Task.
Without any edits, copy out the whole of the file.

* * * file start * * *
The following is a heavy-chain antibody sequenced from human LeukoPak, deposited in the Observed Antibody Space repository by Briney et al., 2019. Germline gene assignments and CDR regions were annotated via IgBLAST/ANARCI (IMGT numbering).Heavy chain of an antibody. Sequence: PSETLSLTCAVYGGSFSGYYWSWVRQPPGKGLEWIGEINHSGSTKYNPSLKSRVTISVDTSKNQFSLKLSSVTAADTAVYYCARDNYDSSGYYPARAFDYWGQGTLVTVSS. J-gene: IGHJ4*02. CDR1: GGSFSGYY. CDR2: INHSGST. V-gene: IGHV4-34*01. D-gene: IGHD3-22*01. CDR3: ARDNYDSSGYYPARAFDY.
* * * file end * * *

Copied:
The following is a heavy-chain antibody sequenced from human LeukoPak, deposited in the Observed Antibody Space repository by Briney et al., 2019. Germline gene assignments and CDR regions were annotated via IgBLAST/ANARCI (IMGT numbering).Heavy chain of an antibody. Sequence: PSETLSLTCAVYGGSFSGYYWSWVRQPPGKGLEWIGEINHSGSTKYNPSLKSRVTISVDTSKNQFSLKLSSVTAADTAVYYCARDNYDSSGYYPARAFDYWGQGTLVTVSS. J-gene: IGHJ4*02. CDR1: GGSFSGYY. CDR2: INHSGST. V-gene: IGHV4-34*01. D-gene: IGHD3-22*01. CDR3: ARDNYDSSGYYPARAFDY.